All the studio albums 1973-1981, digitally remastered with statistic-stuffed notes and bonus tracks previously only heard on 1994’s Thank You For The Music box
OF ALL the great pop hitmakers, Abba have perhaps suffered more than most the inevitable reduction of their musical legacy to an hour of familiar tunes, a state hardly helped by the rabidly successful Mamma Mia musical. Offering some perspective to posterity is the reappearance of all eight albums.
Of the early releases, Ring Ring (1973) was the repackaging of the Bjorn & Benny, Agnetha & Frida (the snappy original band name) debut that tied in with their failed but popular Eurovision entry title track and Waterloo (1974), the first official Abba album, released on the back of their Eurovision success the following year. Naturally, several songs blatantly pitch at the prevailing bouncy’n’cute style of the song competition (though the famous winner was a glorious upbeat subversion), and there is evidence aplenty of Andersson and Ulvaeus’ propensity for hook-stuffed, happy pop music, though at this stage it’s faintly desperate and soulless. Also beware Bjorn’s pathetic lead vocals, their risible attempts to rock (‘Watch Out’) and the patronising plain-female-saved-by-love/dancing/music attitude. However, the beautiful ‘Disillusion’, Agnetha’s only song recorded by Abba, is a little-known gem and an early indicator of a melancholy heart behind the ultrabrite smiles.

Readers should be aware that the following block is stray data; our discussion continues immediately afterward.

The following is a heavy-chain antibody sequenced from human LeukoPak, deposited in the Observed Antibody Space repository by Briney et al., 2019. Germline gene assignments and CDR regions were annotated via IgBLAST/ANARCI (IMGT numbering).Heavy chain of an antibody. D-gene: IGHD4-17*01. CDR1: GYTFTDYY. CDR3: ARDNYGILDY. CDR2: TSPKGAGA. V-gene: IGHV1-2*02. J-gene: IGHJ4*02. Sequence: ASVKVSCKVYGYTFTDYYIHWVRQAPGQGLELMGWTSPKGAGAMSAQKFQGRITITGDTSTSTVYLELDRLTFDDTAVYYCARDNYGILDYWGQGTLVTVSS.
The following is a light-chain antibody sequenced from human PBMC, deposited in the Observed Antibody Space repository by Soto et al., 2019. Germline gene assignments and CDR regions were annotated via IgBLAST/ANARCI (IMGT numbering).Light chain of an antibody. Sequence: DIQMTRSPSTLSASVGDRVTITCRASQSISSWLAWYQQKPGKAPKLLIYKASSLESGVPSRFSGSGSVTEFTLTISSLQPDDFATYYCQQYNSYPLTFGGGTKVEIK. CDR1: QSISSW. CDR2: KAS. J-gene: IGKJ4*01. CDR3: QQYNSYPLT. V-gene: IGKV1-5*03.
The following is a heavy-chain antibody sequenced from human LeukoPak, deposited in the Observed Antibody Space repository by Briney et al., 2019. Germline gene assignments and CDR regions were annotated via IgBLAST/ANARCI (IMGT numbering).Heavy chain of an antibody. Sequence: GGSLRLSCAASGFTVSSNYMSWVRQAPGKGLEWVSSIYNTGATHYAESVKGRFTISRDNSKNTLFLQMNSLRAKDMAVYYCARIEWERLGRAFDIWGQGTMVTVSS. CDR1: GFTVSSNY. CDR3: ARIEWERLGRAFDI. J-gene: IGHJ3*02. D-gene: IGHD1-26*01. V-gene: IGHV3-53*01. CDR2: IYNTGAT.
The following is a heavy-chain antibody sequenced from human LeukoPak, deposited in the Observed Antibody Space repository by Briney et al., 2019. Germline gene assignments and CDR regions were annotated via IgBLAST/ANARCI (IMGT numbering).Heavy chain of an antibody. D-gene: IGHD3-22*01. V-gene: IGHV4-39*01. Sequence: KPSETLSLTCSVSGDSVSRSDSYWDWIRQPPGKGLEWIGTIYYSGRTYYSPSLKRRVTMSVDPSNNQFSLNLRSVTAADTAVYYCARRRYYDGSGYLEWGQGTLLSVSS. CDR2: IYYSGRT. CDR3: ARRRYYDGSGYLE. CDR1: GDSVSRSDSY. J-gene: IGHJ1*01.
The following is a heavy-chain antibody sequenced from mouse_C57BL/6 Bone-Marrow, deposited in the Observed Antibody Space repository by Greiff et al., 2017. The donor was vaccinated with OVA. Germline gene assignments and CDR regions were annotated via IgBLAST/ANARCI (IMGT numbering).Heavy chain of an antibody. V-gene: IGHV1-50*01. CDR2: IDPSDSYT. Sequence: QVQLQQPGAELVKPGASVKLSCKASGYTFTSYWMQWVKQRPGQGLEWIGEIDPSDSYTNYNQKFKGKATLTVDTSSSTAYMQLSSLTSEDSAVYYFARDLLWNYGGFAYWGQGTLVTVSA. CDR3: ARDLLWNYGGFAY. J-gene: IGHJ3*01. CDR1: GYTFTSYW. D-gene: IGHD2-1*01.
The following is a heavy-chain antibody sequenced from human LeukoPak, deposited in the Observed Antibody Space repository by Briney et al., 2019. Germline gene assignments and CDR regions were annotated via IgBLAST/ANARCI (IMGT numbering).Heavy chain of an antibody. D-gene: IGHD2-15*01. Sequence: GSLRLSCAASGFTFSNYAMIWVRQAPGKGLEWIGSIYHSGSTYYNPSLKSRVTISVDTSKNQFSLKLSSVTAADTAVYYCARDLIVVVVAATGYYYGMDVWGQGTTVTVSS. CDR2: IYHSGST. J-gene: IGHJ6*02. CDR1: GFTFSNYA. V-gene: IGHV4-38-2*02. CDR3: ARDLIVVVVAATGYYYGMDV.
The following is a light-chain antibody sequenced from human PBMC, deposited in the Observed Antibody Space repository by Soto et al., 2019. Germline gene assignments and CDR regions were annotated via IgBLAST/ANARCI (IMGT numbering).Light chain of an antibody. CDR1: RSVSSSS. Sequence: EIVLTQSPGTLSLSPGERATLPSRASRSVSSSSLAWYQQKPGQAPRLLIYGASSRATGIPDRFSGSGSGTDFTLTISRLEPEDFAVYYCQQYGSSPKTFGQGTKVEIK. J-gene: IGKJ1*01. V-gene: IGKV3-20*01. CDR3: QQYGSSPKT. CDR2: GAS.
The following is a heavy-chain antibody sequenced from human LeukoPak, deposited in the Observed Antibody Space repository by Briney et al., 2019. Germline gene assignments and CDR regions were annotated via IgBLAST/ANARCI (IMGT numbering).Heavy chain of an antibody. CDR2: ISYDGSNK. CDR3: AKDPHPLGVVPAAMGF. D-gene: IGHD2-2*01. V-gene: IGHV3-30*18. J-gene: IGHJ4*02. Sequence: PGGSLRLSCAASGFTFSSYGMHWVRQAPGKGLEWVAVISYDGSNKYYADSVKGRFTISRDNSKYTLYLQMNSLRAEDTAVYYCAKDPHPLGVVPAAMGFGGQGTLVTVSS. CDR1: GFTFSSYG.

The brilliantly corny ‘I Do I Do I Do I Do’ and the magnificently constructed ‘SOS’ and ‘Mamma Mia’ signalled the arrival of the band as mature single-makers, though the album Abba (1975) suffered due to stylistically unsuitable dabbling (the silly clavinet-led funk of ‘Man In The Middle’) and Bjorn’s continuing insistence on singing lead, though the ‘classical rock’ of ‘Intermezzo No 1’ is a laugh.
By Arrival (1976) and The Album (1978), Abba albums became more of a piece. The sound is more consistently lush and widescreen, the boys’ arrangements and production maintain imaginative heights — particularly on the moody, US West Coast-influenced Album — and songs like ‘My Love, My Life’ and ‘One Man, One Woman’ are worthy of their place next to the brilliant ‘Dancing Queen’ and ‘The Name Of The Game’. The misjudged Euro-hoedown ‘Dum Dum Diddle’ (juxtaposing the heart-stopping ‘Knowing Me Knowing You’) and the almost ‘rocking’ ‘Hole In Your Soul’ proved, however, that old habits died hard, but by now it was all done to such a tee, it hardly mattered.
Ever with an ear open for fresh inspiration, Voulez-Vous (1979) saw Abba embrace Bee Gees-style disco, and the album kicks along fine, with ‘Gimme Gimme Gimme’ being a masterpiece of the genre. But there’s a sense that, however good at dance-pop they were, it was the acoustic, anthemic ‘I Have A Dream’ and ‘Chiquitita’ that represent the purer and most vivid Abbamusic of the period.
The perky synth-pop of Super Trouper (1980) couldn’t quite mask the bitter flavour of the lyrics (both married couples within the band had split but soldiered on professionally) and the slight but discernible fading of songwriting ingenuity (‘Put On Your White Sombrero’ is a grotesque, electro self-parody), though the deliciously acidic ‘The Winner Takes it All’ was a late triumph.
The irony of their swansong. The Visitors (1981), is that despite, or perhaps because of, being relatively hit-free (only the lovely ‘One Of Us’ made the UK Top 20), it’s probably their most satisfying and consistent album. It’s dear that under different circumstances, substantial music could have continued to be made, but once you’ve been a hit machine, being a cult album band with your exes wouldn’t have been a top option.
© Kit Aiken, Uncut, October 2001